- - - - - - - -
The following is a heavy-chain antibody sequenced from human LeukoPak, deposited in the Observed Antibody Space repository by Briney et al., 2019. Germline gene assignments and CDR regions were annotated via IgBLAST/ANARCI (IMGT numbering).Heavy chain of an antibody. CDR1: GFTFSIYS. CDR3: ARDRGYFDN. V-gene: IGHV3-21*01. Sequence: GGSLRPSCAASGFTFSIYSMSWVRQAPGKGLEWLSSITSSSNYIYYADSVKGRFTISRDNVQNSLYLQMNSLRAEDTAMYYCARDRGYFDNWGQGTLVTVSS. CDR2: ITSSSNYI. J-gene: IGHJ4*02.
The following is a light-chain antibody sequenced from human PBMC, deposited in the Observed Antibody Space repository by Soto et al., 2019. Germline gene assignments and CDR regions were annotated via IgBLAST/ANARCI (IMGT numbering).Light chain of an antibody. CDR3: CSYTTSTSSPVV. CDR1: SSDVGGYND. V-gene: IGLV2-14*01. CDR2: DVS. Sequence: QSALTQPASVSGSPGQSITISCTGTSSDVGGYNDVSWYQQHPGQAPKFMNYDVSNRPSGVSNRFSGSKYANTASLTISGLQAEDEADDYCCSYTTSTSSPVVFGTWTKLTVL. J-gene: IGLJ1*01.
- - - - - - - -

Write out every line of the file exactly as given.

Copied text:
The following is a heavy-chain antibody sequenced from human LeukoPak, deposited in the Observed Antibody Space repository by Briney et al., 2019. Germline gene assignments and CDR regions were annotated via IgBLAST/ANARCI (IMGT numbering).Heavy chain of an antibody. CDR1: GFTFSIYS. CDR3: ARDRGYFDN. V-gene: IGHV3-21*01. Sequence: GGSLRPSCAASGFTFSIYSMSWVRQAPGKGLEWLSSITSSSNYIYYADSVKGRFTISRDNVQNSLYLQMNSLRAEDTAMYYCARDRGYFDNWGQGTLVTVSS. CDR2: ITSSSNYI. J-gene: IGHJ4*02.
The following is a light-chain antibody sequenced from human PBMC, deposited in the Observed Antibody Space repository by Soto et al., 2019. Germline gene assignments and CDR regions were annotated via IgBLAST/ANARCI (IMGT numbering).Light chain of an antibody. CDR3: CSYTTSTSSPVV. CDR1: SSDVGGYND. V-gene: IGLV2-14*01. CDR2: DVS. Sequence: QSALTQPASVSGSPGQSITISCTGTSSDVGGYNDVSWYQQHPGQAPKFMNYDVSNRPSGVSNRFSGSKYANTASLTISGLQAEDEADDYCCSYTTSTSSPVVFGTWTKLTVL. J-gene: IGLJ1*01.